Among China’s 1.37-billion-strong population, men outnumber women by 34 million – a staggering percentage that has arisen due to the traditional preference for boys coupled with China’s one-child policy. One result of this is that the marriage prospects of low-income men have dwindled drastically.
“The women reaching marriage age now of between 30 and 35 were born in the early 1980s. During this period, there were 70,000 to 200,000 more male births each year. Between 1985 and 1990, there were 500,000 to 900,000 more men each year. From the 1990s, there were one million or more male births each year,” he told The Straits Times.
Anxious parents ready to pay big sums to secure their sons with wives has given rise to the ‘marriage fraud’ industry. Last year alone, around 100 Vietnamese brides walked out en masse from villages in China’s Hebei province. In Longyan City, since 2009, over 2,000 Vietnamese women have married local men. 25% of those have run away.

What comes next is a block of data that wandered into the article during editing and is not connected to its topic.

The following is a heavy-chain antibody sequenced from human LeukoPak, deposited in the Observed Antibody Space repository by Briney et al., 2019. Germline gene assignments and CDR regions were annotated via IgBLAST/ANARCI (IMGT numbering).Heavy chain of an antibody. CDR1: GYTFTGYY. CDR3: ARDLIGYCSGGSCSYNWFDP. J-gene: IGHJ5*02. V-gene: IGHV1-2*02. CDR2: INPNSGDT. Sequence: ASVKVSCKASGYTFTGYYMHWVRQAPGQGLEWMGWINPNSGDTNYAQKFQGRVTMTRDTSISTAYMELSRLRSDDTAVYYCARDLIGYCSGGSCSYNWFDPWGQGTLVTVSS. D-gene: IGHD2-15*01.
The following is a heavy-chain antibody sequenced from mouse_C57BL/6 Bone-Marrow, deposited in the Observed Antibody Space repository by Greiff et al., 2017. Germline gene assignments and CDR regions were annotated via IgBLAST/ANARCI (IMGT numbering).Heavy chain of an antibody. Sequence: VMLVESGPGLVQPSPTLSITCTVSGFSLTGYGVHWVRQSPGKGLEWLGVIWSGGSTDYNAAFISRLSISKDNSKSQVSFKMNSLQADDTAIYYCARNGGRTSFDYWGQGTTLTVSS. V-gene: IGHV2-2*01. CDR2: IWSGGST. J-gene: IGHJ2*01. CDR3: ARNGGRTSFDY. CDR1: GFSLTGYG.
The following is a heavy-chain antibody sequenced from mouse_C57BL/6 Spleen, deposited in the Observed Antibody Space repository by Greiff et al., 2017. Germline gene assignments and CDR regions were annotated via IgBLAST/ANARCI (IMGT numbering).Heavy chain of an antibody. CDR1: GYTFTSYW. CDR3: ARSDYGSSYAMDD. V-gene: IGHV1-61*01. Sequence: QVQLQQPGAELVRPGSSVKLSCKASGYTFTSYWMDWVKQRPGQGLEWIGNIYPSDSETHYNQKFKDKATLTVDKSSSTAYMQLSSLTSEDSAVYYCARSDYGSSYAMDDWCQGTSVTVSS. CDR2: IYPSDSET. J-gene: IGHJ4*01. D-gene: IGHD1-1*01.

When Zhang Wei turned 25, his parents urged him to go to a matchmaking session 1,800 km away. They gave him 100,000 yuan to find himself a bride. On May 7, 2015, after 50 days of marriage, his wife went missing, leaving Zhang not only with a broken heart but also with debt that he now has to pay off.
At the matchmaking session, Xiao had not been Zhang’s first choice. He preferred a girl who was less assertive, but was convinced by the matchmaker that Xiao was more suitable for him. Over time, though, he claims he fell in love with Xiao when he saw how respectful she was towards his parents and how helpful around the house and strawberry farm.
On May 7, the five women left for an outing. They took with them jewellery, cash, electronics and even motorcycles. Since then there has been no news of them. The embarrassed husbands left the village immediately, while their families are asking for compensation from Zhang’s family and blame them for their losses.